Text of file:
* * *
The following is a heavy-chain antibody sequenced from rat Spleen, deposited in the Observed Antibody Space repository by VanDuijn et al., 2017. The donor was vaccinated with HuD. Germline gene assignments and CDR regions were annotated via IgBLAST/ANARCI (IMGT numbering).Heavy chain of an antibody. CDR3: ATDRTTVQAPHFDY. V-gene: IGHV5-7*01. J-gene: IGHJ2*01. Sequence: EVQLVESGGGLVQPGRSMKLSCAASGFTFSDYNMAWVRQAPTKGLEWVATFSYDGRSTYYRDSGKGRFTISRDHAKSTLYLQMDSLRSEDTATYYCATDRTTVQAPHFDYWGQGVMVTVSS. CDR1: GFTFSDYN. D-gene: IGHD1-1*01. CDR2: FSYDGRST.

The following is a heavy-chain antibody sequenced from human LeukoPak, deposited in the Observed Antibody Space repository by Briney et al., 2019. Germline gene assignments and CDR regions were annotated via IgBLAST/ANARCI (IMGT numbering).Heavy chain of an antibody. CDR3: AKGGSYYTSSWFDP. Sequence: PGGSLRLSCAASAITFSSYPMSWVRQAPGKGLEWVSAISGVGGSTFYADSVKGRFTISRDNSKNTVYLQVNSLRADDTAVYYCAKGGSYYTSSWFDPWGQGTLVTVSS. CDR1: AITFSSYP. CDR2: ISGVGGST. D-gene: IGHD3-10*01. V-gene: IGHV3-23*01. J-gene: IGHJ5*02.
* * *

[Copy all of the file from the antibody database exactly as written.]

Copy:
The following is a heavy-chain antibody sequenced from rat Spleen, deposited in the Observed Antibody Space repository by VanDuijn et al., 2017. The donor was vaccinated with HuD. Germline gene assignments and CDR regions were annotated via IgBLAST/ANARCI (IMGT numbering).Heavy chain of an antibody. CDR3: ATDRTTVQAPHFDY. V-gene: IGHV5-7*01. J-gene: IGHJ2*01. Sequence: EVQLVESGGGLVQPGRSMKLSCAASGFTFSDYNMAWVRQAPTKGLEWVATFSYDGRSTYYRDSGKGRFTISRDHAKSTLYLQMDSLRSEDTATYYCATDRTTVQAPHFDYWGQGVMVTVSS. CDR1: GFTFSDYN. D-gene: IGHD1-1*01. CDR2: FSYDGRST.

The following is a heavy-chain antibody sequenced from human LeukoPak, deposited in the Observed Antibody Space repository by Briney et al., 2019. Germline gene assignments and CDR regions were annotated via IgBLAST/ANARCI (IMGT numbering).Heavy chain of an antibody. CDR3: AKGGSYYTSSWFDP. Sequence: PGGSLRLSCAASAITFSSYPMSWVRQAPGKGLEWVSAISGVGGSTFYADSVKGRFTISRDNSKNTVYLQVNSLRADDTAVYYCAKGGSYYTSSWFDPWGQGTLVTVSS. CDR1: AITFSSYP. CDR2: ISGVGGST. D-gene: IGHD3-10*01. V-gene: IGHV3-23*01. J-gene: IGHJ5*02.